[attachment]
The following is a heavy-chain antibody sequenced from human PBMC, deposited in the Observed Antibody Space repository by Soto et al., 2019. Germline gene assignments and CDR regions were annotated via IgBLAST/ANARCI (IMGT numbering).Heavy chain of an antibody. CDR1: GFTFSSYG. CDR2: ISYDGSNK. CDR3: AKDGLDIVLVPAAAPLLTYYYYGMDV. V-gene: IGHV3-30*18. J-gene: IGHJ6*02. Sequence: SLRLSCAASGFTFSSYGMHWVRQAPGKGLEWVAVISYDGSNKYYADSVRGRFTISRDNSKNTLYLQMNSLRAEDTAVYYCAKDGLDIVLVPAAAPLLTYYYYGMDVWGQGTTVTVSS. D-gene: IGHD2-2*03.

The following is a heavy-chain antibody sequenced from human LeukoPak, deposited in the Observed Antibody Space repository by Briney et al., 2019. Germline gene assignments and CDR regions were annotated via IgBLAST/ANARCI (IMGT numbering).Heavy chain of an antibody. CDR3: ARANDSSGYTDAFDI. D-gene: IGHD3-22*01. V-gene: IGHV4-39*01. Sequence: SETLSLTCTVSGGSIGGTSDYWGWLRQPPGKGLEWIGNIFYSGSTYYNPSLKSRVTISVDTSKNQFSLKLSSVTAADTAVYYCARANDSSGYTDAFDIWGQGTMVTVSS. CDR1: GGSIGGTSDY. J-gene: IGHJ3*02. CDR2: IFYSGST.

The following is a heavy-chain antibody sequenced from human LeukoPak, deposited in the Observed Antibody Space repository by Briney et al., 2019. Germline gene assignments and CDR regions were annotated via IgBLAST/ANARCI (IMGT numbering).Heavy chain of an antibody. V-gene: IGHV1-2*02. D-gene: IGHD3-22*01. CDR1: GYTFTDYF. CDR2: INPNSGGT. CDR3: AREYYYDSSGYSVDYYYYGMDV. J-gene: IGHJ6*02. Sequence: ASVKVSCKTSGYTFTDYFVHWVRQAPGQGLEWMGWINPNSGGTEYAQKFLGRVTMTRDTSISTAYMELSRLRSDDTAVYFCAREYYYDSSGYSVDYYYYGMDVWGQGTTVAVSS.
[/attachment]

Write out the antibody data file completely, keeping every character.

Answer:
The following is a heavy-chain antibody sequenced from human PBMC, deposited in the Observed Antibody Space repository by Soto et al., 2019. Germline gene assignments and CDR regions were annotated via IgBLAST/ANARCI (IMGT numbering).Heavy chain of an antibody. CDR1: GFTFSSYG. CDR2: ISYDGSNK. CDR3: AKDGLDIVLVPAAAPLLTYYYYGMDV. V-gene: IGHV3-30*18. J-gene: IGHJ6*02. Sequence: SLRLSCAASGFTFSSYGMHWVRQAPGKGLEWVAVISYDGSNKYYADSVRGRFTISRDNSKNTLYLQMNSLRAEDTAVYYCAKDGLDIVLVPAAAPLLTYYYYGMDVWGQGTTVTVSS. D-gene: IGHD2-2*03.

The following is a heavy-chain antibody sequenced from human LeukoPak, deposited in the Observed Antibody Space repository by Briney et al., 2019. Germline gene assignments and CDR regions were annotated via IgBLAST/ANARCI (IMGT numbering).Heavy chain of an antibody. CDR3: ARANDSSGYTDAFDI. D-gene: IGHD3-22*01. V-gene: IGHV4-39*01. Sequence: SETLSLTCTVSGGSIGGTSDYWGWLRQPPGKGLEWIGNIFYSGSTYYNPSLKSRVTISVDTSKNQFSLKLSSVTAADTAVYYCARANDSSGYTDAFDIWGQGTMVTVSS. CDR1: GGSIGGTSDY. J-gene: IGHJ3*02. CDR2: IFYSGST.

The following is a heavy-chain antibody sequenced from human LeukoPak, deposited in the Observed Antibody Space repository by Briney et al., 2019. Germline gene assignments and CDR regions were annotated via IgBLAST/ANARCI (IMGT numbering).Heavy chain of an antibody. V-gene: IGHV1-2*02. D-gene: IGHD3-22*01. CDR1: GYTFTDYF. CDR2: INPNSGGT. CDR3: AREYYYDSSGYSVDYYYYGMDV. J-gene: IGHJ6*02. Sequence: ASVKVSCKTSGYTFTDYFVHWVRQAPGQGLEWMGWINPNSGGTEYAQKFLGRVTMTRDTSISTAYMELSRLRSDDTAVYFCAREYYYDSSGYSVDYYYYGMDVWGQGTTVAVSS.